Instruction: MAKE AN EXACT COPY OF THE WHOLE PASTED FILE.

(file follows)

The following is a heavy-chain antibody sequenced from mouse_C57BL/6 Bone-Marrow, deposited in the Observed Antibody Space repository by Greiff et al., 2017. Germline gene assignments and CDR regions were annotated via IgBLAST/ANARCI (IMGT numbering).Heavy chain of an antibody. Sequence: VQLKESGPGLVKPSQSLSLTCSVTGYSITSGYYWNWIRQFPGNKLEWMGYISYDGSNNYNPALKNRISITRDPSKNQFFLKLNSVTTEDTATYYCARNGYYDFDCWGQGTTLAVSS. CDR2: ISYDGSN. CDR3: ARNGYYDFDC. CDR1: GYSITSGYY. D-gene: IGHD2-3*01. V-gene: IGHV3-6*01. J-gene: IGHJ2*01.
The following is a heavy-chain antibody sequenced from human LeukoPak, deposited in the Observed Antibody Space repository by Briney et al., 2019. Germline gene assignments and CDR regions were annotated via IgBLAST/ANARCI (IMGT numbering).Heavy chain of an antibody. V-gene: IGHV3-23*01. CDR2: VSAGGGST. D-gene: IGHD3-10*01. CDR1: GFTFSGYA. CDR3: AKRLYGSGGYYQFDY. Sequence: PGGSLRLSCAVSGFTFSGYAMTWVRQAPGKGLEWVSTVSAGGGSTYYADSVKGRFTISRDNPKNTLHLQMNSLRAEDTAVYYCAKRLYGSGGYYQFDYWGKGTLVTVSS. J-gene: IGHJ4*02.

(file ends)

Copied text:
The following is a heavy-chain antibody sequenced from mouse_C57BL/6 Bone-Marrow, deposited in the Observed Antibody Space repository by Greiff et al., 2017. Germline gene assignments and CDR regions were annotated via IgBLAST/ANARCI (IMGT numbering).Heavy chain of an antibody. Sequence: VQLKESGPGLVKPSQSLSLTCSVTGYSITSGYYWNWIRQFPGNKLEWMGYISYDGSNNYNPALKNRISITRDPSKNQFFLKLNSVTTEDTATYYCARNGYYDFDCWGQGTTLAVSS. CDR2: ISYDGSN. CDR3: ARNGYYDFDC. CDR1: GYSITSGYY. D-gene: IGHD2-3*01. V-gene: IGHV3-6*01. J-gene: IGHJ2*01.
The following is a heavy-chain antibody sequenced from human LeukoPak, deposited in the Observed Antibody Space repository by Briney et al., 2019. Germline gene assignments and CDR regions were annotated via IgBLAST/ANARCI (IMGT numbering).Heavy chain of an antibody. V-gene: IGHV3-23*01. CDR2: VSAGGGST. D-gene: IGHD3-10*01. CDR1: GFTFSGYA. CDR3: AKRLYGSGGYYQFDY. Sequence: PGGSLRLSCAVSGFTFSGYAMTWVRQAPGKGLEWVSTVSAGGGSTYYADSVKGRFTISRDNPKNTLHLQMNSLRAEDTAVYYCAKRLYGSGGYYQFDYWGKGTLVTVSS. J-gene: IGHJ4*02.